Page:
Green drapes were drawn against the sun, cloaking the room where members of a Syrian Kurdish militia huddled around walkie-talkies, assiduously taking down GPS coordinates.
Talal Raman, a 36-year-old Kurdish fighter, worked on a Samsung tablet, annotating a Google Earth map marked with the positions of the deserted apartment buildings and crumbling villas from where his colleagues were battling Islamic State fighters south of this northern Syrian town. He pinpointed in yellow the positions where his men were hunkered behind a wall, and highlighted in red the coordinates of a building next to a mosque where Islamic State fighters had taken cover.
“Our comrades can see the enemy moving at the GPS address I just sent you,” he wrote in Arabic to a handler hundreds of miles away in a United States military operations room. Then he waited for the American warplanes to scream in.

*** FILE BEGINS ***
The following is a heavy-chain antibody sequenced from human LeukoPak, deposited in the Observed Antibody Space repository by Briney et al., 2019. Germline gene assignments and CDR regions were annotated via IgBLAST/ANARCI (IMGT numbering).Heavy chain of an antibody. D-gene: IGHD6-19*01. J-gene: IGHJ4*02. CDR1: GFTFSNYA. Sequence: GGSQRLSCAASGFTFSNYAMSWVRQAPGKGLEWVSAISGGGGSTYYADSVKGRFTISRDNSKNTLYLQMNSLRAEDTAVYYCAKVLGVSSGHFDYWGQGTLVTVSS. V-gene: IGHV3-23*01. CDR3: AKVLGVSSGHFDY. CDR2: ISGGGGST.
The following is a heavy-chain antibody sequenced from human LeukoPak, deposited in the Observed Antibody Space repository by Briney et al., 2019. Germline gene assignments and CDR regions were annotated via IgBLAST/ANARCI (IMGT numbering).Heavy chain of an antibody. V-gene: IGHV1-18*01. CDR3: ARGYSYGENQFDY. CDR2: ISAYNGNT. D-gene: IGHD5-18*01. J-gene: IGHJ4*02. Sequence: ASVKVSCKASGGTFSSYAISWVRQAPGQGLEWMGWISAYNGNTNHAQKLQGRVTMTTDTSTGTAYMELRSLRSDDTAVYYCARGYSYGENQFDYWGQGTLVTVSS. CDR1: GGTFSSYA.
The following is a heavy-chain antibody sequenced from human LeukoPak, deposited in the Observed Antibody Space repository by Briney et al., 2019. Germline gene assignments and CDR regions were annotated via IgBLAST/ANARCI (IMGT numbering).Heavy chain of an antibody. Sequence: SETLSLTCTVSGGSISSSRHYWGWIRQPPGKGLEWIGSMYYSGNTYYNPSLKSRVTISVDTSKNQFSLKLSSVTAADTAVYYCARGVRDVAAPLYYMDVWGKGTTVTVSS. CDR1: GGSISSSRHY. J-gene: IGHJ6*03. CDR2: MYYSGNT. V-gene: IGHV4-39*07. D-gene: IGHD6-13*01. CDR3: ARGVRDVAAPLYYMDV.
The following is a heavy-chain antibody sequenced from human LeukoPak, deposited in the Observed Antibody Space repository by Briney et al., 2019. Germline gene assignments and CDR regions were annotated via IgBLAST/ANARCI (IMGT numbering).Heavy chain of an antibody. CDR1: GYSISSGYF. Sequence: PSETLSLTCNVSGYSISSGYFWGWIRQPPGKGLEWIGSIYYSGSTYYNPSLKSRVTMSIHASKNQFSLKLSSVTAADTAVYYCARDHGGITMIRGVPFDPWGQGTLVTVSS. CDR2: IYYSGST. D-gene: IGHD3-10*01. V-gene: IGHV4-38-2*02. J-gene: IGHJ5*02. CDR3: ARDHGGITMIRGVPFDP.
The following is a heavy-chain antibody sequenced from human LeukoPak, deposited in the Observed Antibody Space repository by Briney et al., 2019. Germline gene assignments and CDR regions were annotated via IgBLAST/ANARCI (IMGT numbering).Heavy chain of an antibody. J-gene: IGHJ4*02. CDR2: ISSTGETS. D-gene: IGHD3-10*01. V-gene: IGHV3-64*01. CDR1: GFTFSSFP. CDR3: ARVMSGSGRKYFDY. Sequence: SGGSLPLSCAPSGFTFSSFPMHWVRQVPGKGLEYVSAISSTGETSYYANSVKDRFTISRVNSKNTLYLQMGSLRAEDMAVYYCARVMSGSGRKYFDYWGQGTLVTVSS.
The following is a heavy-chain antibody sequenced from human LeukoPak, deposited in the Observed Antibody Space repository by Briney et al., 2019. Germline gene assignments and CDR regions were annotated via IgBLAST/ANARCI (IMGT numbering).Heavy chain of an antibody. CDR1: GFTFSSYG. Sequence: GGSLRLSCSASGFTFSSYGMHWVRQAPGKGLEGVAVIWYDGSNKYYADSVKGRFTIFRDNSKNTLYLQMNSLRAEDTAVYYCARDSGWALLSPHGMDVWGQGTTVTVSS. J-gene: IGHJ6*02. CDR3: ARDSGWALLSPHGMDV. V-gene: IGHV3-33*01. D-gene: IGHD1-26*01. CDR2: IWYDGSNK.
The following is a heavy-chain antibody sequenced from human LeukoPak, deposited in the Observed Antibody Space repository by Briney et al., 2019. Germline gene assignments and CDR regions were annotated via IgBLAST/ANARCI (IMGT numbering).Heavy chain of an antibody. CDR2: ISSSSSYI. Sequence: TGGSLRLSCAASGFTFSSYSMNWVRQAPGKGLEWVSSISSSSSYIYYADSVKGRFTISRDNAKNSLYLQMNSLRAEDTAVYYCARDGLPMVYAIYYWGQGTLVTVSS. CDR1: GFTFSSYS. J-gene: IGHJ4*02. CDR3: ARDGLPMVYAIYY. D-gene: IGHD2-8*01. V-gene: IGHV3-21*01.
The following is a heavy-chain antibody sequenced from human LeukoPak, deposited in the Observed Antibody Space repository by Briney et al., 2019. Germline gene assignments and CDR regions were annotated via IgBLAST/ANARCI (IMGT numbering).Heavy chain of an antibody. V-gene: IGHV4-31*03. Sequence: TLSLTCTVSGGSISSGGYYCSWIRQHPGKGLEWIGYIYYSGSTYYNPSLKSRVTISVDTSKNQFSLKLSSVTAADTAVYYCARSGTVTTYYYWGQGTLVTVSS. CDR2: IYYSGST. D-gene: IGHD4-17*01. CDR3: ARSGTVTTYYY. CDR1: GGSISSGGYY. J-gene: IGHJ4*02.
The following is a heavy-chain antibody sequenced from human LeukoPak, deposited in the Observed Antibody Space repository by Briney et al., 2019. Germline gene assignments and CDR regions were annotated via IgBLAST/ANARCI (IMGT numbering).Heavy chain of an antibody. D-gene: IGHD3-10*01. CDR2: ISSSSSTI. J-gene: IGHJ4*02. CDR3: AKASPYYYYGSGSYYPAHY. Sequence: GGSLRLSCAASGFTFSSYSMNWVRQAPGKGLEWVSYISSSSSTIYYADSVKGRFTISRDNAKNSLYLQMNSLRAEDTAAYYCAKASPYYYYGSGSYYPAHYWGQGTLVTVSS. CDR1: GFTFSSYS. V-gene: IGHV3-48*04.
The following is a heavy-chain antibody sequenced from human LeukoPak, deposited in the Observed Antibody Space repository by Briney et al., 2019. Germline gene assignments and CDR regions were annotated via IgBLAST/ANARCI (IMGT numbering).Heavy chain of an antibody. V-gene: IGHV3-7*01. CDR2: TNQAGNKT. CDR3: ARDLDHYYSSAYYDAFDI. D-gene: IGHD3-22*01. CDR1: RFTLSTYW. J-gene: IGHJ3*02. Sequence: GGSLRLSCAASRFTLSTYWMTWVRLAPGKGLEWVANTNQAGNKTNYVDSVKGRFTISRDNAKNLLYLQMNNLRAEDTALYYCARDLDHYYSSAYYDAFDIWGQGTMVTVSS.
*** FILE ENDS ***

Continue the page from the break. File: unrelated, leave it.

The strike that ensued soon after blasted a crater at exactly the coordinates provided by the Kurdish fighter. It left a circle of bodies, including one of an Islamic State fighter who died slumped over his AK-47. An urgent message came in from the coalition war room: “Please confirm our comrades are O.K.?”